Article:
Expenses of Wife and children

The Wife said she has been suffering from eczema since December 2013 and requires medicine whenever there is a flare-up of the condition. She was previously hospitalised for eight days for inflammation of the kidneys and requires lifetime medication to manage the condition.

The Wife’s claim of her and the children’s monthly expenses is set out in the table below. I am of the view that the amounts are mostly reasonable, with possibly some adjustments to the non-essential items such as mobile phone, enrichment, clothing and entertainment.

S/No Item Amount ($)
Wife’s expenses
1. Rent (including utilities) 300
2. Food and groceries 200
3. Food (eating out) 120
4. Transport 80
5. Mobile phone 80
6. Medical (estimate) 200
7. Personal grooming/toiletries 100
8. Enrichment/clothing/ Entertainment etc 100
Sub-total 1,180
First child’s expenses
9. Food/pocket money 200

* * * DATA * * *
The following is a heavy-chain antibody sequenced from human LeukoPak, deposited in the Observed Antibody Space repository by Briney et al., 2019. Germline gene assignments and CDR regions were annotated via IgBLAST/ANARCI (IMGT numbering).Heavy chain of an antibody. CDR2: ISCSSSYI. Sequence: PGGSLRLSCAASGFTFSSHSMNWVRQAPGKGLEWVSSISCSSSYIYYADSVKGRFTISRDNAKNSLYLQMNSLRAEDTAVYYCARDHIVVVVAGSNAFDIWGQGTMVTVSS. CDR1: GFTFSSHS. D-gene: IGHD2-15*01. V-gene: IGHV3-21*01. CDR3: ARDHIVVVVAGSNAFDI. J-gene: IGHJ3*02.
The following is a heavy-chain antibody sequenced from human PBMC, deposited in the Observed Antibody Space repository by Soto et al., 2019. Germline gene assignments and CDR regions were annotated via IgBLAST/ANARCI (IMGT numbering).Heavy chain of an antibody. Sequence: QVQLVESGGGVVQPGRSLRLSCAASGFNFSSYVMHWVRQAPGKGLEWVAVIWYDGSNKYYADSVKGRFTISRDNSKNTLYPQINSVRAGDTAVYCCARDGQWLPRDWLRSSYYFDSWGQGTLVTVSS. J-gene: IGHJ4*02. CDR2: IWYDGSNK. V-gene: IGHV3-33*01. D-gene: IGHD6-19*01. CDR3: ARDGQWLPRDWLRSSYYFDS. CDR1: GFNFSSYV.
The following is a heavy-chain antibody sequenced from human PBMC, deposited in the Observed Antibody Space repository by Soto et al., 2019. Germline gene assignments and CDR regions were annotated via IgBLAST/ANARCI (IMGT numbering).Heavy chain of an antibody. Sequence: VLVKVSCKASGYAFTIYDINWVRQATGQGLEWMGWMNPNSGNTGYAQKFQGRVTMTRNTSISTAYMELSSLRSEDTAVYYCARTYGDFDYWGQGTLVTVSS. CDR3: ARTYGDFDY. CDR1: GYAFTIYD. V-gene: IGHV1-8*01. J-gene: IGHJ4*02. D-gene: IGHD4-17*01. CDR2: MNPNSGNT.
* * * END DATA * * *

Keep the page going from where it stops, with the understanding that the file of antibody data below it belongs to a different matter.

10. Transport 50
11. Textbooks and stationery 30
12. Mobile phone bill 33
13. Medical 30
14. Clothing/entertainment 50
Sub-total 393
Second child’s expenses
15. Food/pocket money 120
16. Transport 30
17. Textbooks and stationery 30
18. Mobile phone bill 15
19. Medical 30
20. Clothing/entertainment 70
Sub-total 295
Total 1,868
Indirect contributions during the marriage

The Wife said she paid about $5,000 for home furniture, fittings and appliances.

She claimed that the Husband’s business failed sometime at the end of 2002 and he incurred losses of almost $50,000 borrowed using his credit cards. He then did not work for 9 months. She had to pawn her jewellery and work long hours to earn extra money to pay for the household and children’s expenses. The Husband found work at the end of 2003 but left the job in mid-2012.

The family had employed a maid from May 2003 to November 2012. The Wife said she and the Husband shared the monthly salary of $350 and levy of $150 equally. She also said that when the Husband was working, they shared all household and children’s expenses equally.

The Wife claimed that the flat was rented out from June 2013 to June 2014 for $2,700 a month, earning a rental income of $32,400. She said the Husband never gave her any part of the rental proceeds,...